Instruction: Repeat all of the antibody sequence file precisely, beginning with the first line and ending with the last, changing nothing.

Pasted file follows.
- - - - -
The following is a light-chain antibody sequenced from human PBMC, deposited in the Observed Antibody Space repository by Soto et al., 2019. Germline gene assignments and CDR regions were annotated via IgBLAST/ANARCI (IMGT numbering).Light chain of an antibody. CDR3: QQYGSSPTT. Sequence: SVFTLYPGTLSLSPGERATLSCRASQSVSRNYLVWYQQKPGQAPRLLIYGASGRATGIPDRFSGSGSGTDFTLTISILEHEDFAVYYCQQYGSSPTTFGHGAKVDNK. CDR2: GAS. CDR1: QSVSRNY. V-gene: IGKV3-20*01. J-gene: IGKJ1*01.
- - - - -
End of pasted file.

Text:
The following is a light-chain antibody sequenced from human PBMC, deposited in the Observed Antibody Space repository by Soto et al., 2019. Germline gene assignments and CDR regions were annotated via IgBLAST/ANARCI (IMGT numbering).Light chain of an antibody. CDR3: QQYGSSPTT. Sequence: SVFTLYPGTLSLSPGERATLSCRASQSVSRNYLVWYQQKPGQAPRLLIYGASGRATGIPDRFSGSGSGTDFTLTISILEHEDFAVYYCQQYGSSPTTFGHGAKVDNK. CDR2: GAS. CDR1: QSVSRNY. V-gene: IGKV3-20*01. J-gene: IGKJ1*01.